Chongqing highlightsNovember 14, 2012 / By
Over the past two months, I have been working with our Chongqing team to prepare the launch of the World Winning Cities – Chongqing profile. This paper, which we plan to release before the Chinese New Year, discusses the themes that underpin the continued growth momentum of Chongqing – the “World’s Fastest Growing Large City” – with average GDP growth exceeding 15% y-o-y since 2005.
A quick preview of the key takeaways about Chongqing discussed in the paper:
- Chongqing benefits from extensive support from the Central Government with the Go West Initiative and receives high visibility with investors, corporates and the Central Government with its status as the only provincial-level municipality in inland China
- Inland focus is a structural trend – and underpins persistent economic growth. Chongqing is one of the few provinces that have continued to see double digit FDI growth during the period of global economic uncertainties in 2012
- Cheap labour is not the only draw – Infrastructure improvements and favourable policies have successfully attracted key multinationals and their supply chains allowing the city to establish scale and strong reputation in manufacturing sectors
Not surprisingly, our findings on the medium term opportunities coincide with the sectors highlighted in our China50 report, namely retail and logistics.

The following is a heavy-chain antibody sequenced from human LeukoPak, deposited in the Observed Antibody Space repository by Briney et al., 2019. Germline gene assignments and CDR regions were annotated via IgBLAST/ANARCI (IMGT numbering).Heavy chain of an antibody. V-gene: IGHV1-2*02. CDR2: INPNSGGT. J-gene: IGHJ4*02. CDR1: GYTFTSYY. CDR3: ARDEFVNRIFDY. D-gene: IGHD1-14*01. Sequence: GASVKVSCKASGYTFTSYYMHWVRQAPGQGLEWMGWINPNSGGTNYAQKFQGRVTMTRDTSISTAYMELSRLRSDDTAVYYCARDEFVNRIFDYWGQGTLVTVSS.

For logistics, improving infrastructure and greater integration with the country and the world will further add pressure to supply shortages. The combination of limited supply and strong demand should result in above average returns for logistics property.
Retail fundamentals are tied to rapid wage increases resulting from the city’s urbanisation process. As Chongqing increases its current urbanisation rate of 55% (low relative to its Tier 1.5 peers), consumer spending growth and changing retail spending patterns will drive demand for more and better retail. And while there has been significant improvement in Chongqing’s retail infrastructure over the past year, current retail offerings – either in terms of total quantity or diversity – still lag cities of comparable size and income level. Given the city’s relatively low income levels and favourable economic outlook, we believe socio-economic factors will provide a good demand base for retail assets in the city.
We look forward to formally introducing the report to you in early 2013!